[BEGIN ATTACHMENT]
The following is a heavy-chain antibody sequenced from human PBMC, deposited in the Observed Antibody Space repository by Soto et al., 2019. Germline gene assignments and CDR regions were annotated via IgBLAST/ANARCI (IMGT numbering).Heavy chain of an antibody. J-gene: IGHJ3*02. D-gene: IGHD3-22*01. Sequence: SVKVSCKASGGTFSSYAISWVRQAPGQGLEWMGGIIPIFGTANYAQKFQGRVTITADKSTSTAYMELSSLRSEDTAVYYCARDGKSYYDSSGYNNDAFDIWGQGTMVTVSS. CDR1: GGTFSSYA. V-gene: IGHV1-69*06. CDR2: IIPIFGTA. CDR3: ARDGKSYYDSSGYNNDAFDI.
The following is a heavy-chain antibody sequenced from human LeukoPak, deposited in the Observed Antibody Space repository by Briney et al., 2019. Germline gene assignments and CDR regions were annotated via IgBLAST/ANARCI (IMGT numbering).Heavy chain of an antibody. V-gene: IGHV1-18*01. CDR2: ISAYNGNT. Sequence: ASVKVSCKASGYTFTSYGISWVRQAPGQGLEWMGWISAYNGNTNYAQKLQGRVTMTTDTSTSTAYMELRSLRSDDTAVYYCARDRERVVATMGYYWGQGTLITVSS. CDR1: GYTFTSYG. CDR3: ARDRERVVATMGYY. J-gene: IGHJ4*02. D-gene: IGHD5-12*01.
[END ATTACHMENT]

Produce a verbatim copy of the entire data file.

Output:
The following is a heavy-chain antibody sequenced from human PBMC, deposited in the Observed Antibody Space repository by Soto et al., 2019. Germline gene assignments and CDR regions were annotated via IgBLAST/ANARCI (IMGT numbering).Heavy chain of an antibody. J-gene: IGHJ3*02. D-gene: IGHD3-22*01. Sequence: SVKVSCKASGGTFSSYAISWVRQAPGQGLEWMGGIIPIFGTANYAQKFQGRVTITADKSTSTAYMELSSLRSEDTAVYYCARDGKSYYDSSGYNNDAFDIWGQGTMVTVSS. CDR1: GGTFSSYA. V-gene: IGHV1-69*06. CDR2: IIPIFGTA. CDR3: ARDGKSYYDSSGYNNDAFDI.
The following is a heavy-chain antibody sequenced from human LeukoPak, deposited in the Observed Antibody Space repository by Briney et al., 2019. Germline gene assignments and CDR regions were annotated via IgBLAST/ANARCI (IMGT numbering).Heavy chain of an antibody. V-gene: IGHV1-18*01. CDR2: ISAYNGNT. Sequence: ASVKVSCKASGYTFTSYGISWVRQAPGQGLEWMGWISAYNGNTNYAQKLQGRVTMTTDTSTSTAYMELRSLRSDDTAVYYCARDRERVVATMGYYWGQGTLITVSS. CDR1: GYTFTSYG. CDR3: ARDRERVVATMGYY. J-gene: IGHJ4*02. D-gene: IGHD5-12*01.